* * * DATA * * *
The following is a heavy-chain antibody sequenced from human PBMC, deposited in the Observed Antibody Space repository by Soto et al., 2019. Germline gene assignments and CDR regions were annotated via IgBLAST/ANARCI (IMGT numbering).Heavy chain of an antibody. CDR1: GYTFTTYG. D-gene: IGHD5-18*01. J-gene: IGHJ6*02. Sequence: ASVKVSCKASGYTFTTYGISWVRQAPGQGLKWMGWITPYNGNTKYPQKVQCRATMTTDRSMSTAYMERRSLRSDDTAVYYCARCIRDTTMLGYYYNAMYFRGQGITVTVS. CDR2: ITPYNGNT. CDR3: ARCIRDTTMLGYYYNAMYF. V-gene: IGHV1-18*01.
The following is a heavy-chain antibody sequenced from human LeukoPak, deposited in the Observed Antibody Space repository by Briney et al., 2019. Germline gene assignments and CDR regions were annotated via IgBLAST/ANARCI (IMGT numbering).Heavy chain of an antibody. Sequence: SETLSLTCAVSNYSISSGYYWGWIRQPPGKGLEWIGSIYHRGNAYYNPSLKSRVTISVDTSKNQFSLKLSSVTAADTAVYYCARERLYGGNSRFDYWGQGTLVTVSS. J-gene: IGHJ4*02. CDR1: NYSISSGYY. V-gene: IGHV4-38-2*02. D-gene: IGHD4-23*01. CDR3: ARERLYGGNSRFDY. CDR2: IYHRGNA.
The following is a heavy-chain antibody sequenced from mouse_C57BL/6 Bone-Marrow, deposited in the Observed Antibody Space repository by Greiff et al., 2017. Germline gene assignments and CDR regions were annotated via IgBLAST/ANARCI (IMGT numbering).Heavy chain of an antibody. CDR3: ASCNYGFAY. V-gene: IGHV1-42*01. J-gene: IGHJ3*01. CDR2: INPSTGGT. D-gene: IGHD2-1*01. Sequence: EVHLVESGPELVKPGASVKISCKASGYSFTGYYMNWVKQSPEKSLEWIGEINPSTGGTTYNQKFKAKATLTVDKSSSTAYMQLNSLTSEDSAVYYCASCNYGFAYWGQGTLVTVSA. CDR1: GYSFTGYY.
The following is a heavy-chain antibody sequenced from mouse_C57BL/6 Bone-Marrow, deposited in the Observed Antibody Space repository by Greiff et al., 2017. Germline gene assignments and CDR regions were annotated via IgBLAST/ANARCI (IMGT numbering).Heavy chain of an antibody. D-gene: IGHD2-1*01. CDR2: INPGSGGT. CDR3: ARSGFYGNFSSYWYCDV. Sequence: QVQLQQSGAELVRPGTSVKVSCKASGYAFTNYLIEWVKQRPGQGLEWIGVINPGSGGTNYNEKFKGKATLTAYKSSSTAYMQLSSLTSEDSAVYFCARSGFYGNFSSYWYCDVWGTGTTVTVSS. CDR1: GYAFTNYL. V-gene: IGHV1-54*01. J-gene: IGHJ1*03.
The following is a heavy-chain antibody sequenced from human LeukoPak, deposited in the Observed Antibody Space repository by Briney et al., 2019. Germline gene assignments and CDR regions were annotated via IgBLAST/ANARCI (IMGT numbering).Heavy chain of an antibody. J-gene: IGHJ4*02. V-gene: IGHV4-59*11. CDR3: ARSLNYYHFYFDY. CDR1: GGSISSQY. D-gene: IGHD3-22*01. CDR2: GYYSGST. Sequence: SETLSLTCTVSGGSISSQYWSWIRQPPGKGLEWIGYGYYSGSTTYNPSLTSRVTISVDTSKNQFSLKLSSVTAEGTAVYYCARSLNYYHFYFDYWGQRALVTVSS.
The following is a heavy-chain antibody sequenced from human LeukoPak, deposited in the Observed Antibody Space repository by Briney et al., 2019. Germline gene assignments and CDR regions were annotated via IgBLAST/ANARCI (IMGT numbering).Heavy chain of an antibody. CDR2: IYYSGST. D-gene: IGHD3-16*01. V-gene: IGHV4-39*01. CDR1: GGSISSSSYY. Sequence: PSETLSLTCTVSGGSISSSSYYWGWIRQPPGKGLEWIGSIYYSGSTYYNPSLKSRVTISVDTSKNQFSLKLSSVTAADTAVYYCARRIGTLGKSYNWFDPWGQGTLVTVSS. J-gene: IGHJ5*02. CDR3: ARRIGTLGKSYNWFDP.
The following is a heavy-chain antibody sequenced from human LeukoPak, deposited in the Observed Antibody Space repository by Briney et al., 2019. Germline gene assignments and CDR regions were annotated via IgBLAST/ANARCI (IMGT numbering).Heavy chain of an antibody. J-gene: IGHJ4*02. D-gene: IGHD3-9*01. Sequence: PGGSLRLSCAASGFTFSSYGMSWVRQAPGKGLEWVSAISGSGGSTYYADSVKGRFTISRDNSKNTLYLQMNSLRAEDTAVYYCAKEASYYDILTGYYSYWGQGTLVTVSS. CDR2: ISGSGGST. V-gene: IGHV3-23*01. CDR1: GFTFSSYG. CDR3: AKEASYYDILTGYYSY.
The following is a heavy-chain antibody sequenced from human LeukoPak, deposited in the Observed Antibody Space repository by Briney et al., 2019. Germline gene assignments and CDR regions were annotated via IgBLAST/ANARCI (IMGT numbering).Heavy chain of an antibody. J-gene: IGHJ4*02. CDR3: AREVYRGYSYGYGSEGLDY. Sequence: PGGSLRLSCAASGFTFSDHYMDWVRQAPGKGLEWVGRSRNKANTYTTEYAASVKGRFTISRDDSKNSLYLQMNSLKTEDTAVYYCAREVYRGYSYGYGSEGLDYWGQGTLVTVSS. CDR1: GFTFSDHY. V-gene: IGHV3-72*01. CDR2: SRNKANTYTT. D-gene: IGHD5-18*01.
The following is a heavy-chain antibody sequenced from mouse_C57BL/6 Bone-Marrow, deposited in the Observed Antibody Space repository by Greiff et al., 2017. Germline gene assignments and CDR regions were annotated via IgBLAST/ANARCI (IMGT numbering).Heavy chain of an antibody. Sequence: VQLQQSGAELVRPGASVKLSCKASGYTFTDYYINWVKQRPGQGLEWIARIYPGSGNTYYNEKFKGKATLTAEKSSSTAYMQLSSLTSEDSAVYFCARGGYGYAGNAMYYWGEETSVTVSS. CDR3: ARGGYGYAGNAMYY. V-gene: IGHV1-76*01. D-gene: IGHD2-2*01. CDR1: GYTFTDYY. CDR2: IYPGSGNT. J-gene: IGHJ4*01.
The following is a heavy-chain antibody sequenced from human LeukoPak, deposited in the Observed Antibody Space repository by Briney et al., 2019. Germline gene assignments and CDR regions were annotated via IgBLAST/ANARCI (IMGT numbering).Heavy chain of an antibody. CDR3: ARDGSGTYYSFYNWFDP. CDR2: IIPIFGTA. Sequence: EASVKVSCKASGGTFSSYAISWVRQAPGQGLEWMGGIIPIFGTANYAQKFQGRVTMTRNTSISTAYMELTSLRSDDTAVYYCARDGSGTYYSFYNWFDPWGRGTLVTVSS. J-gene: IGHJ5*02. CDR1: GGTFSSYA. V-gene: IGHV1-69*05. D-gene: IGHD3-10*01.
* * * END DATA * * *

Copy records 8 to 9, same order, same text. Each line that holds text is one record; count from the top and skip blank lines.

The following is a heavy-chain antibody sequenced from human LeukoPak, deposited in the Observed Antibody Space repository by Briney et al., 2019. Germline gene assignments and CDR regions were annotated via IgBLAST/ANARCI (IMGT numbering).Heavy chain of an antibody. J-gene: IGHJ4*02. CDR3: AREVYRGYSYGYGSEGLDY. Sequence: PGGSLRLSCAASGFTFSDHYMDWVRQAPGKGLEWVGRSRNKANTYTTEYAASVKGRFTISRDDSKNSLYLQMNSLKTEDTAVYYCAREVYRGYSYGYGSEGLDYWGQGTLVTVSS. CDR1: GFTFSDHY. V-gene: IGHV3-72*01. CDR2: SRNKANTYTT. D-gene: IGHD5-18*01.
The following is a heavy-chain antibody sequenced from mouse_C57BL/6 Bone-Marrow, deposited in the Observed Antibody Space repository by Greiff et al., 2017. Germline gene assignments and CDR regions were annotated via IgBLAST/ANARCI (IMGT numbering).Heavy chain of an antibody. Sequence: VQLQQSGAELVRPGASVKLSCKASGYTFTDYYINWVKQRPGQGLEWIARIYPGSGNTYYNEKFKGKATLTAEKSSSTAYMQLSSLTSEDSAVYFCARGGYGYAGNAMYYWGEETSVTVSS. CDR3: ARGGYGYAGNAMYY. V-gene: IGHV1-76*01. D-gene: IGHD2-2*01. CDR1: GYTFTDYY. CDR2: IYPGSGNT. J-gene: IGHJ4*01.